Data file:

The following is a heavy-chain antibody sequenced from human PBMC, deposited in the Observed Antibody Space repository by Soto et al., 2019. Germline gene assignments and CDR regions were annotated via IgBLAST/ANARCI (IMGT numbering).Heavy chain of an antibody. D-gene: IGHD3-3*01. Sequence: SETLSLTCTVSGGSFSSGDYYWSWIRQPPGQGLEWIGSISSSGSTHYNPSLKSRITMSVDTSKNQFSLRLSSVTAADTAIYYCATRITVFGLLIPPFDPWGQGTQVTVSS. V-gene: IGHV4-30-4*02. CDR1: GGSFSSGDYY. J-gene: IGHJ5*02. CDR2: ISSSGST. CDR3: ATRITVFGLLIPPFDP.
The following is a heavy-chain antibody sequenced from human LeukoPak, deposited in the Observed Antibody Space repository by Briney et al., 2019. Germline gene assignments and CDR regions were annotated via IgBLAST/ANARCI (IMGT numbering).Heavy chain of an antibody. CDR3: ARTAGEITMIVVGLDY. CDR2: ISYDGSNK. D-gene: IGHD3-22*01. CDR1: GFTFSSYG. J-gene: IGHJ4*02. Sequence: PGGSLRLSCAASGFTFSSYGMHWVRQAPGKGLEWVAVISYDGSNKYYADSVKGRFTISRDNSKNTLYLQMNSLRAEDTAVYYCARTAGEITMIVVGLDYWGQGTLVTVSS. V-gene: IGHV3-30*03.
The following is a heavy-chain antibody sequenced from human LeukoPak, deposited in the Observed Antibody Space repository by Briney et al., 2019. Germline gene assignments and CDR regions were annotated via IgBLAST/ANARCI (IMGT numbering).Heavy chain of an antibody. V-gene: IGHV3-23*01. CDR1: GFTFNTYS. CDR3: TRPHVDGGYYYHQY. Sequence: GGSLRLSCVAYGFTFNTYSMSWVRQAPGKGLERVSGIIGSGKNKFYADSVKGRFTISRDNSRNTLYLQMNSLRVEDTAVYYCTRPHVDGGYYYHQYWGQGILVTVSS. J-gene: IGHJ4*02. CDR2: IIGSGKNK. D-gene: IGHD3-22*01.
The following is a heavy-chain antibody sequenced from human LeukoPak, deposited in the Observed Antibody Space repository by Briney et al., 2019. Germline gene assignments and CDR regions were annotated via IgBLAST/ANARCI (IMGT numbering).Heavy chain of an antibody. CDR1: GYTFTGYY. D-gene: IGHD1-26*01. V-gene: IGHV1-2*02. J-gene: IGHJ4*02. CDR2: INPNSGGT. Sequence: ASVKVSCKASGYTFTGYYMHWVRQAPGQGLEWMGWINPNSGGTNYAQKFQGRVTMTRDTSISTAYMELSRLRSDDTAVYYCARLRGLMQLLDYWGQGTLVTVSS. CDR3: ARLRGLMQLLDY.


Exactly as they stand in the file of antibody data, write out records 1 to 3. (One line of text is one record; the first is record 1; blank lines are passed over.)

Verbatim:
The following is a heavy-chain antibody sequenced from human PBMC, deposited in the Observed Antibody Space repository by Soto et al., 2019. Germline gene assignments and CDR regions were annotated via IgBLAST/ANARCI (IMGT numbering).Heavy chain of an antibody. D-gene: IGHD3-3*01. Sequence: SETLSLTCTVSGGSFSSGDYYWSWIRQPPGQGLEWIGSISSSGSTHYNPSLKSRITMSVDTSKNQFSLRLSSVTAADTAIYYCATRITVFGLLIPPFDPWGQGTQVTVSS. V-gene: IGHV4-30-4*02. CDR1: GGSFSSGDYY. J-gene: IGHJ5*02. CDR2: ISSSGST. CDR3: ATRITVFGLLIPPFDP.
The following is a heavy-chain antibody sequenced from human LeukoPak, deposited in the Observed Antibody Space repository by Briney et al., 2019. Germline gene assignments and CDR regions were annotated via IgBLAST/ANARCI (IMGT numbering).Heavy chain of an antibody. CDR3: ARTAGEITMIVVGLDY. CDR2: ISYDGSNK. D-gene: IGHD3-22*01. CDR1: GFTFSSYG. J-gene: IGHJ4*02. Sequence: PGGSLRLSCAASGFTFSSYGMHWVRQAPGKGLEWVAVISYDGSNKYYADSVKGRFTISRDNSKNTLYLQMNSLRAEDTAVYYCARTAGEITMIVVGLDYWGQGTLVTVSS. V-gene: IGHV3-30*03.
The following is a heavy-chain antibody sequenced from human LeukoPak, deposited in the Observed Antibody Space repository by Briney et al., 2019. Germline gene assignments and CDR regions were annotated via IgBLAST/ANARCI (IMGT numbering).Heavy chain of an antibody. V-gene: IGHV3-23*01. CDR1: GFTFNTYS. CDR3: TRPHVDGGYYYHQY. Sequence: GGSLRLSCVAYGFTFNTYSMSWVRQAPGKGLERVSGIIGSGKNKFYADSVKGRFTISRDNSRNTLYLQMNSLRVEDTAVYYCTRPHVDGGYYYHQYWGQGILVTVSS. J-gene: IGHJ4*02. CDR2: IIGSGKNK. D-gene: IGHD3-22*01.